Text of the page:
The Web is smothering in useless images. These clichéd, stock images communicate absolutely nothing of value, interest or use. They are one of the worst forms of digital pollution because they take up space on the page, forcing more useful content out of sight. They also slow down the site’s ability to download quickly.
Here’s a clever tiny lesson from Dave and Brad: you can use
prefers-reduced-motion in the
media attribute of the
source element inside
Today was a good day …and here are the very good photos.
Stylish! Retro! Sciency!
There’s something deliciously appropriate about using a painting cloning service to clone a photograph of some cloned dogs.
“Did you just order an oil painting of Barbra Streisand’s dogs?” is the most Simon and Natalie thing ever.
Although this comes close:
PIctures of computers (of the human and machine varieties).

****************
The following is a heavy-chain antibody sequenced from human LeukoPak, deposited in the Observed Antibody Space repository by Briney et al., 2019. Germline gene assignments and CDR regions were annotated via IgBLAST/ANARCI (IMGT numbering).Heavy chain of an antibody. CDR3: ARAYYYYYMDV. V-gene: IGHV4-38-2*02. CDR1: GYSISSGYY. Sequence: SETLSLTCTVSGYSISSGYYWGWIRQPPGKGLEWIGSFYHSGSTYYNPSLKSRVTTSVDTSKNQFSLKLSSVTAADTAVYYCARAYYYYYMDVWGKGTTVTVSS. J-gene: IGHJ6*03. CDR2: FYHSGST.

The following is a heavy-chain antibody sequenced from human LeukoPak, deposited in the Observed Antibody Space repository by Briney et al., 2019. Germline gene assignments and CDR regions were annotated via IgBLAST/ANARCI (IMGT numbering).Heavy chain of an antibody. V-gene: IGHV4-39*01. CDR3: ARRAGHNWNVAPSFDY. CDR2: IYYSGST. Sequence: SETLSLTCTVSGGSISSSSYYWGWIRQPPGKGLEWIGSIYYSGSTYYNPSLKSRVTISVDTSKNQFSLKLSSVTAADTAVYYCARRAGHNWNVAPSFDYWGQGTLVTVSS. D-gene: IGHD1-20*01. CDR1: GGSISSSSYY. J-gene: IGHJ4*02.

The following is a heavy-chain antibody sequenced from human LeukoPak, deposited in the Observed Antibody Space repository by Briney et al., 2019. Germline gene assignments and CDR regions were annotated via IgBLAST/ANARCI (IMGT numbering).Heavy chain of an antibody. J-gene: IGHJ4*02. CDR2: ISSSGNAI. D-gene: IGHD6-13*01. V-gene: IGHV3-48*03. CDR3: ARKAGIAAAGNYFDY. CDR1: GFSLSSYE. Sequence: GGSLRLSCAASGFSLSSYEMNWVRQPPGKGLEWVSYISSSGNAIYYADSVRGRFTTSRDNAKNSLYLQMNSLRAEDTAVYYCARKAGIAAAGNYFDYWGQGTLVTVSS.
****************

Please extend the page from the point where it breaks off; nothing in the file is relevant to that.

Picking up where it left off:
Here’s a clever to technique to improve the perceived performance of image loading with a polygonal SVG placeholder.
Time-shifted photographs of my hometown in Ireland.
Marc took some great pictures at Patterns Day.
Photos of analogue interfaces: switches, knobs, levers, dials, buttons, so many buttons.
If you enjoyed reading Marcin’s serendipitous story on Twitter, here are the pictures to accompany it.
A selection from an ongoing photography project—seven years and counting—leading up to the launch of the Orion project.
Sci-fi book covers and posters from the 1970s.
Lovely, lovely photos from this weekend’s Indie Web Camp.
Great photos from a great gathering.
A very handy tool for figuring out breakpoints for responsive images.
Upload an image in its largest size, play around with the settings, and then generate the breakpoints, the markup, and the resized images for each breakpoint.
This is so, so wonderful—hundreds and hundreds of photographs from all of the Apollo missions. Gorgeous!
The shots of Earth take my breath away.